Python Count Characters Except Empty Spaces

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In Python, a string includes not only the alphanumeric characters and symbols, but also all whitespaces.  Consider this simple example:

>>> mystring = "a b c"
>>> len(mystring)
5
>>>

We have a variable called mystring, and it is assigned to 3 characters a, b, and c.  Note we have separated each character with a space, so when calling the len() function we get the total number of characters along with the whitespaces.

Today we will be discussing how to count only letters in a string in Python.  If you’re up for a challenge, why not try to code it yourself before reading the solutions.  Here’s a link to the Python string methods.  Why not have a read over it and see if anything sparks some coding inspiration?

Method 1: string.count()

Another way of thinking about it is that we can explore how to count whitespace in Python, and from there subtract that from the string. The string method count() is perfect for this!  If you’re not familiar or need a refresher, then read over this article.

Let’s see it in action by passing a space as a parameter.

>>> mystring = "a b c"
>>> mystring.count(" ")
2
>>>

As expected the number of spaces in the mystring variable is 2.  Now let’s subtract the total number of spaces from the total length of mystring.

>>> mystring = "a b c"
>>> len(mystring) - mystring.count(" ")
3
>>>

This is probably the most intuitive way to solve this problem, but let’s check out some more.

Method 2: string.split()

Next, let’s use the Python string method split().  If you specify the parameter as a space (i.e. " "), it will only work for single spaces.

>>> s = "Once upon a time"
>>> s.split(" ")
['Once', 'upon', 'a', 'time']
>>>

When there are consecutive spaces, one space will be considered the delimiter, and the remaining spaces will be empty strings.

>>> s = "Once upon a            time"
>>> s.split(" ")
['Once', 'upon', 'a', '', '', '', '', '', '', '', '', '', '', '', 'time']
>>>

Luckily for us, Python has a way to deal with this.  For the parameter, we either specify the keyword None,

>>> s = "Once upon a            time"
>>> s.split(None)
['Once', 'upon', 'a', 'time']
>>>

or just leave it blank.

>>> s = "Once upon a            time"
>>> s.split()
['Once', 'upon', 'a', 'time']
>>>

The result is a list of words with no spaces.  We now need to calculate the length of each word with len().  A convenient way to handle this is to implement Python’s map() function and apply len() to each element in the list.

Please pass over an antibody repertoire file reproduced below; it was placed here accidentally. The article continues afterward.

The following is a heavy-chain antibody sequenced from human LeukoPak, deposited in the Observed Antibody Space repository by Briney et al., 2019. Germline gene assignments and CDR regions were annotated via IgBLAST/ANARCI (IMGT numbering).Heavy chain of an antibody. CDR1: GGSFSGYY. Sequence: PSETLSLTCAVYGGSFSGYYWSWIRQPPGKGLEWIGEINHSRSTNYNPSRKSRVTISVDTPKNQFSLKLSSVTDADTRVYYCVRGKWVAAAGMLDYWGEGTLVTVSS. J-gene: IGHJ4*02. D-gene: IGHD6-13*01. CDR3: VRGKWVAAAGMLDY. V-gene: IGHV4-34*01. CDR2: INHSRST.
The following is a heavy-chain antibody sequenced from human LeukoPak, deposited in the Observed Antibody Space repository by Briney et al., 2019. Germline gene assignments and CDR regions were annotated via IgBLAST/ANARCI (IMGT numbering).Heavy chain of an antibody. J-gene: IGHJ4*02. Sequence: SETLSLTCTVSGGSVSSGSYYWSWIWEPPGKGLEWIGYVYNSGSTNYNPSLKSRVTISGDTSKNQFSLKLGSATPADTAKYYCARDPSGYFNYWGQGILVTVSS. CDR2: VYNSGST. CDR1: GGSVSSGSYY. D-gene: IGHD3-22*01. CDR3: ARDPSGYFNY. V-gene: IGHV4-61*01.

>>> map(len, s.split())
<map object at 0x7ff265d52e80>
>>>

Notice the result is a map object, and you can iterate through each result using next().  Below code showing a variable called len_of_each.  It is assigned the results of the map() function.

>>> len_of_each = map(len, s.split())
>>> len_of_each
<map object at 0x7ff265ad7e50>
>>> next(len_of_each)
4
>>> next(len_of_each)
4
>>> next(len_of_each)
1
>>> next(len_of_each)
4
>>>

Let’s pass that variable into the next() function.  Each call will iterate to the next element.  If you need more information regarding map() check out this article.

For our purposes, we will just pass the map object into a list constructor, and then call the sum() function to get our final result.

>>> list(map(len, s.split()))
[4, 4, 1, 4]
>>> sum(list(map(len, s.split())))
13
>>>

Method 3: string.replace()

Lastly, let’s use the replace() method.  We’ll specify to replace each space with an empty string like so:

>>> s = "It was the best of times"
>>> s.replace(" ", "")
'Itwasthebestoftimes'
>>>

This will also work for consecutive spaces.

>>> s = "It         was the best of times"
>>> s.replace(" ", "")
'Itwasthebestoftimes'
>>>

And we just need to call the len() function on it to get the character count.

>>> s = "It         was the best of times"
>>> s.replace(" ", "")
'Itwasthebestoftimes'
>>> len(s.replace(" ", ""))
19
>>>

Summary

Today we explored different ways to count characters in Python except for empty spaces.  For me personally, method 1 was the most intuitive approach.  The problem is solved by first calculating the number of spaces, and then subtracting that from the total length of the string.

len(mystring) - mystring.count(" ")

Secondly, we used split() while either passing the keyword None or without any parameter.  This will account for any consecutive spaces in the string.  The result gave us a list of words.  Python’s map() function is great for calling len() on each of the words in the list.  Don’t forget to pass that into a list() constructor, and then pass that into the sum() function for the character count. 

Here’s a one-liner:

sum(list(map(len, mystring.split())))

Lastly, we implemented the replace() function. This one is a straightforward solution –  we simply specify that we want to replace all spaces with an empty string while passing that into the len() function.

len(mystring.replace(" ", ""))

Hopefully, you tried to solve this on your own before reading through the whole article.  How did your solution compare to mine?